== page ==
Man To Spend 180 Days In Jail For Turning Over Non-Working Password

from the inadvertently-building-up-time-served-credit dept

The protections of the Fifth Amendment are running up against technology and often coming out on the losing end. Court rulings have been anything but consistent to this point. So far it appears password protection beats fingerprints, but not by much.

It all comes down to the individual court. Some view passwords as possibly testimonial in and of themselves, and side with defendants. Others view passwords as something standing in the way of compelled evidence production and punish holdouts with contempt of court charges.

That's what's happening to a Florida man suspected of child abuse. He claims he's given law enforcement his phone's password already, but prosecutors claim the password failed to unlock his phone. They believe his phone holds evidence of the physical abuse alleged -- a claim that seems a bit less believable than those made about child porn viewers and drug dealers.

The court, however, has sided with prosecutors.

A Hollywood man must serve 180 days in jail for refusing to give up his iPhone password to police, a Broward judge ruled Tuesday — the latest salvo in intensifying legal battles over law-enforcement access to smart phones.

Christopher Wheeler, 41, was taken into custody in a Broward Circuit Court, insisting he had already provided the pass code to police investigating him for child abuse, although the number did not work.

All that can be said for certain is prosecutors still don't have an unlocked phone. As prosecutors and this judge see it, the only explanation is that Wheeler lied. That earns him six months of jail time. Maybe Wheeler should have said he couldn't remember.

As Wheeler was jailed Tuesday, the same issue was unfolding in Miami-Dade for a man accused of extorting a social-media celebrity over stolen sex videos.

That man, Wesley Victor, and his girlfriend had been ordered by a judge to produce a pass code to phones suspected of containing text messages showing their collusion in the extortion plot.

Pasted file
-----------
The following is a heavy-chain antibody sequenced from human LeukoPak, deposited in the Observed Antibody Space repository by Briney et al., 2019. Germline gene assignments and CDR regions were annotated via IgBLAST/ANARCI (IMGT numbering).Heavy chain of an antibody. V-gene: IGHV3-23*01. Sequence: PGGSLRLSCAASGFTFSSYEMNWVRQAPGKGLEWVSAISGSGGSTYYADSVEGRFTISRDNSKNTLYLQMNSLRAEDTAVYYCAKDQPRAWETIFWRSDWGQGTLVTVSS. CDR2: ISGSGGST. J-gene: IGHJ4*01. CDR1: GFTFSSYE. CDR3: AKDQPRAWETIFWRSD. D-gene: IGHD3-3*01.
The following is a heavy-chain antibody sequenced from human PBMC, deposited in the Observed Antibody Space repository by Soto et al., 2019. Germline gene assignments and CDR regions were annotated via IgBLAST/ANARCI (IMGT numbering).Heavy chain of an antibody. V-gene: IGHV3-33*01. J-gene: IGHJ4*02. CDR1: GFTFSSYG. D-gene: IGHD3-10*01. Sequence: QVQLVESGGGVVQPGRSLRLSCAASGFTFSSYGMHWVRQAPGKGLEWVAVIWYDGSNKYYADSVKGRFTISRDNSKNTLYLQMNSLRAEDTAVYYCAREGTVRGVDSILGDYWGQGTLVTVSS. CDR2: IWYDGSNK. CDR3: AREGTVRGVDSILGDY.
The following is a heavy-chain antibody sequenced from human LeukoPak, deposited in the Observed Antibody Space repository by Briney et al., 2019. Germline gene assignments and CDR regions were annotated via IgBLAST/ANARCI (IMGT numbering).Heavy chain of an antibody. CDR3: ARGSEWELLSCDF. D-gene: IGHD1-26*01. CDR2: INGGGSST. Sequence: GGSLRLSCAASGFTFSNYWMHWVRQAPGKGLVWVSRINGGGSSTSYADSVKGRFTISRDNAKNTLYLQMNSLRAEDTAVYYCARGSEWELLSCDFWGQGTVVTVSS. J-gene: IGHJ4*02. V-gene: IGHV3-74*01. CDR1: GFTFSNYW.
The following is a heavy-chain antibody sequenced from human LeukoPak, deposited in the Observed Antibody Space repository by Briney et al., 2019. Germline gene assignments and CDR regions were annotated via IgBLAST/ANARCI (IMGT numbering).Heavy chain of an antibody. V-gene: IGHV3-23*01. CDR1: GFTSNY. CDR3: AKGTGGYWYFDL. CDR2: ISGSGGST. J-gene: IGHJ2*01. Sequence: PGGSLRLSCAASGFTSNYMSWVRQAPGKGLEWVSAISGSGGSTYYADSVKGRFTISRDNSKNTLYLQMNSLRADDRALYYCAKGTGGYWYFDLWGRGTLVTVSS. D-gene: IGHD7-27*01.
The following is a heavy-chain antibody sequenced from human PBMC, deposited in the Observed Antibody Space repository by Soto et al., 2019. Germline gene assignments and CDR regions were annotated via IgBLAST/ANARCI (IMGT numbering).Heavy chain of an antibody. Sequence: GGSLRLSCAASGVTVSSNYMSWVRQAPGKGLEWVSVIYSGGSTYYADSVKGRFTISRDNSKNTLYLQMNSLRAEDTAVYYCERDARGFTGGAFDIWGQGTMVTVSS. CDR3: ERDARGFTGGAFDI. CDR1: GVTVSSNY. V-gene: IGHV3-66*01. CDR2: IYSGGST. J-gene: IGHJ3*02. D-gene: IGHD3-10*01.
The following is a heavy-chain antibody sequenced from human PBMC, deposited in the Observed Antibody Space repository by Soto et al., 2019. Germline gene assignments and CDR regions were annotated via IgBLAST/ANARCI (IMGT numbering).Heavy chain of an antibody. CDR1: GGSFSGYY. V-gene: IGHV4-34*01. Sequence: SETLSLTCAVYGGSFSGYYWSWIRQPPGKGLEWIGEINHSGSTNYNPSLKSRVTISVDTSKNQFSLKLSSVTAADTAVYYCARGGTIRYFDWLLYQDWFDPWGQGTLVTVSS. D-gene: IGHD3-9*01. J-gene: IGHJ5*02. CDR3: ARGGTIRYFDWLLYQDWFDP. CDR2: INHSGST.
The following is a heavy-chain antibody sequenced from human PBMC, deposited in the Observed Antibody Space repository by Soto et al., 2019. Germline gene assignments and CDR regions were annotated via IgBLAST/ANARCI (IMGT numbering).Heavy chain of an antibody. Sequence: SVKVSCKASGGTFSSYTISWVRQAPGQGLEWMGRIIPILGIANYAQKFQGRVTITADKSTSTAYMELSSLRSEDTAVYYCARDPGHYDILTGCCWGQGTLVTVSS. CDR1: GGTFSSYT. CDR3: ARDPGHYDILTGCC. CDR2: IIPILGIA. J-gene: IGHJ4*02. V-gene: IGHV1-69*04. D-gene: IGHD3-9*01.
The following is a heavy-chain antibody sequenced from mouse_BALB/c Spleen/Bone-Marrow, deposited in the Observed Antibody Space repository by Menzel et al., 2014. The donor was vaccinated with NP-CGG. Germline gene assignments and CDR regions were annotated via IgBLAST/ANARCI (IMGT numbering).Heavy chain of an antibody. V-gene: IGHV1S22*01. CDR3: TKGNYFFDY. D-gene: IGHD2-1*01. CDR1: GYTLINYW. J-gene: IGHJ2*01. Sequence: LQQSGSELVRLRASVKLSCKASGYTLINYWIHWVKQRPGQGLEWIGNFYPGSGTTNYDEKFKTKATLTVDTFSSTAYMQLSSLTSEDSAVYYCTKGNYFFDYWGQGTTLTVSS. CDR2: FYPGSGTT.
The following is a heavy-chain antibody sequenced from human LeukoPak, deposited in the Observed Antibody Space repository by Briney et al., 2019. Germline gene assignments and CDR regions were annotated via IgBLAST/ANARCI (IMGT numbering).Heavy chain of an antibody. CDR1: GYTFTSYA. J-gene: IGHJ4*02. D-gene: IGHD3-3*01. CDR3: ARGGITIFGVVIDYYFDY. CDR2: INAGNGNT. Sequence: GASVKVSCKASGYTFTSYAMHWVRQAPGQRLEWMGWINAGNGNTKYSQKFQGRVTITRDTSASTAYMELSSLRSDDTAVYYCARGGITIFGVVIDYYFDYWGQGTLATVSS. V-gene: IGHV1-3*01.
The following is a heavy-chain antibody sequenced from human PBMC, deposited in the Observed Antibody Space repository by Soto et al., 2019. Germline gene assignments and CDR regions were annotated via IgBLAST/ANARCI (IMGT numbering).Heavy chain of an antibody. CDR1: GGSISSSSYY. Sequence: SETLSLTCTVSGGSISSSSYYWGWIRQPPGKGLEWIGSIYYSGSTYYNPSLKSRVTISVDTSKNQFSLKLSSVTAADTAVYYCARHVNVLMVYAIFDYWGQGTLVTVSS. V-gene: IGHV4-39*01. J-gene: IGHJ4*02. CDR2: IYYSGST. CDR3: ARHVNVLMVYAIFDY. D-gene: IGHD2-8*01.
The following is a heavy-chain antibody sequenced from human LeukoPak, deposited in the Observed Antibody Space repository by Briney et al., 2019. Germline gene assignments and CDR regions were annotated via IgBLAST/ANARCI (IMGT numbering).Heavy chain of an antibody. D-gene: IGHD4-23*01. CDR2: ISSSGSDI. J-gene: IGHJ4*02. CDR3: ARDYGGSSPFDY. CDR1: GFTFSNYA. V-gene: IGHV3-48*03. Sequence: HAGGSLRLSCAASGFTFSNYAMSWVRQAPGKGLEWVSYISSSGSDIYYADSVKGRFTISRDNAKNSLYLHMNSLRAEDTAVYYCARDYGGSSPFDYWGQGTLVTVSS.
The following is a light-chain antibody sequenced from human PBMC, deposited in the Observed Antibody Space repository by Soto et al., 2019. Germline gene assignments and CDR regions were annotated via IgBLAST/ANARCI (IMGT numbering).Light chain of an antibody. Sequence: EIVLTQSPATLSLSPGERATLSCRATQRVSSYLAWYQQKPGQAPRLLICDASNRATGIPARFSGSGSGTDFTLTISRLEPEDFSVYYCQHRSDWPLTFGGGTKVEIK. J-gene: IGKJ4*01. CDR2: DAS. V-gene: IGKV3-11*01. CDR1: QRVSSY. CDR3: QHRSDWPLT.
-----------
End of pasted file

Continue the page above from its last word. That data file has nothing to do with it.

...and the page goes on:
Victor claimed he didn't remember the number. He prevailed.

This would be the same judge who determined turning over a password had no Fifth Amendment implications. However, the court found it plausible the defendant might not be able to remember the password to a phone he'd last used over ten months ago. But the ruling doesn't necessarily say the defendant is telling the truth. It only goes so far as saying it's almost impossible to prove he's lying. Given the gap between the phone's seizure and the demand for a password, it's a plausible claim.

His co-defendant made no such claim. Like Wheeler above, Victor's girlfriend handed over a password but it didn't work. The court has asked her to explain why. Given the judge's earlier Fifth Amendment determination, it's safe to assume Hencha Voigt will be facing jail time if the explanation isn't to the judge's liking.

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  1. icon
    BJC (profile), 19 Jun 2017 @ 8:54am

    Re: Obvious Question

    Maximum time for contempt is jurisdiction-specific. My brief Googling on the subject says that Florida has no statutory limits; only procedural ones as contempt is an issue wholly defined by the courts themselves.

    There have been federal prosecutions where a reluctant witness (not even the accused) is jailed essentially indefinitely for contempt until he/she chooses to testify.

    And contempt's a separate offense from the main charge. If you're arrested for a crime you didn't commit, and you mouth off to the judge, your penalty for disrupting the courtroom doesn't get refunded because you shouldn't have been in court in the first place.

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